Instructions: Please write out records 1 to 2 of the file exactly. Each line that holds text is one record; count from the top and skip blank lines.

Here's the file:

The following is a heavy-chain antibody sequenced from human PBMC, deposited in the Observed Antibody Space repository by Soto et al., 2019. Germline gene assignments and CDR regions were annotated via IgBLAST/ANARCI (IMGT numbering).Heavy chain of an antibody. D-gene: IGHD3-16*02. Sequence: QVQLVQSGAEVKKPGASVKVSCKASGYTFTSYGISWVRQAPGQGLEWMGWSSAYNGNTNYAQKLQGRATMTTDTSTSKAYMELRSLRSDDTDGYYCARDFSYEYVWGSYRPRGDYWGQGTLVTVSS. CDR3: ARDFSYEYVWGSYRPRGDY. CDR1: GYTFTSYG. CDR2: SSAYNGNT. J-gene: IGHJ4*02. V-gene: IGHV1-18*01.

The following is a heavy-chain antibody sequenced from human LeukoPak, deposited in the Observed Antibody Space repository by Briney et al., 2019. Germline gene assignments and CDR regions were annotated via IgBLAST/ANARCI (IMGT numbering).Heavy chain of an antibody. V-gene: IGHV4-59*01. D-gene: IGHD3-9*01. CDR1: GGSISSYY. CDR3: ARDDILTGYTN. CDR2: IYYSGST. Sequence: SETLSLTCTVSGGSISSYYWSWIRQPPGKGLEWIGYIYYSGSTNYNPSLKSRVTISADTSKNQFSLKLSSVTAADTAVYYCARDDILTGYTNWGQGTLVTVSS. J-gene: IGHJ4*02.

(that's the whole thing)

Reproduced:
The following is a heavy-chain antibody sequenced from human PBMC, deposited in the Observed Antibody Space repository by Soto et al., 2019. Germline gene assignments and CDR regions were annotated via IgBLAST/ANARCI (IMGT numbering).Heavy chain of an antibody. D-gene: IGHD3-16*02. Sequence: QVQLVQSGAEVKKPGASVKVSCKASGYTFTSYGISWVRQAPGQGLEWMGWSSAYNGNTNYAQKLQGRATMTTDTSTSKAYMELRSLRSDDTDGYYCARDFSYEYVWGSYRPRGDYWGQGTLVTVSS. CDR3: ARDFSYEYVWGSYRPRGDY. CDR1: GYTFTSYG. CDR2: SSAYNGNT. J-gene: IGHJ4*02. V-gene: IGHV1-18*01.

The following is a heavy-chain antibody sequenced from human LeukoPak, deposited in the Observed Antibody Space repository by Briney et al., 2019. Germline gene assignments and CDR regions were annotated via IgBLAST/ANARCI (IMGT numbering).Heavy chain of an antibody. V-gene: IGHV4-59*01. D-gene: IGHD3-9*01. CDR1: GGSISSYY. CDR3: ARDDILTGYTN. CDR2: IYYSGST. Sequence: SETLSLTCTVSGGSISSYYWSWIRQPPGKGLEWIGYIYYSGSTNYNPSLKSRVTISADTSKNQFSLKLSSVTAADTAVYYCARDDILTGYTNWGQGTLVTVSS. J-gene: IGHJ4*02.